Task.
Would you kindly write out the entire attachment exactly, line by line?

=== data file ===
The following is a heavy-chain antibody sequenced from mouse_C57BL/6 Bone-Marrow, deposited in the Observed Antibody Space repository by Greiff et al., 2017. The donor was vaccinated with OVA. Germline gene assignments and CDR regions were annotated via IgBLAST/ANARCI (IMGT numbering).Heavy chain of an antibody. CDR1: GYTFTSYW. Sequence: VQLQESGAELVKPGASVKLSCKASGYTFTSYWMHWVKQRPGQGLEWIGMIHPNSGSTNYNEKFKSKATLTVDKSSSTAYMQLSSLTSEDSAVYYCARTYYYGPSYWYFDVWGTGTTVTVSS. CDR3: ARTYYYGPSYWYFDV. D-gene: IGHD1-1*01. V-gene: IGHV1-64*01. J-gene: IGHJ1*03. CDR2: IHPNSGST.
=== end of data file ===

The following is a heavy-chain antibody sequenced from mouse_C57BL/6 Bone-Marrow, deposited in the Observed Antibody Space repository by Greiff et al., 2017. The donor was vaccinated with OVA. Germline gene assignments and CDR regions were annotated via IgBLAST/ANARCI (IMGT numbering).Heavy chain of an antibody. CDR1: GYTFTSYW. Sequence: VQLQESGAELVKPGASVKLSCKASGYTFTSYWMHWVKQRPGQGLEWIGMIHPNSGSTNYNEKFKSKATLTVDKSSSTAYMQLSSLTSEDSAVYYCARTYYYGPSYWYFDVWGTGTTVTVSS. CDR3: ARTYYYGPSYWYFDV. D-gene: IGHD1-1*01. V-gene: IGHV1-64*01. J-gene: IGHJ1*03. CDR2: IHPNSGST.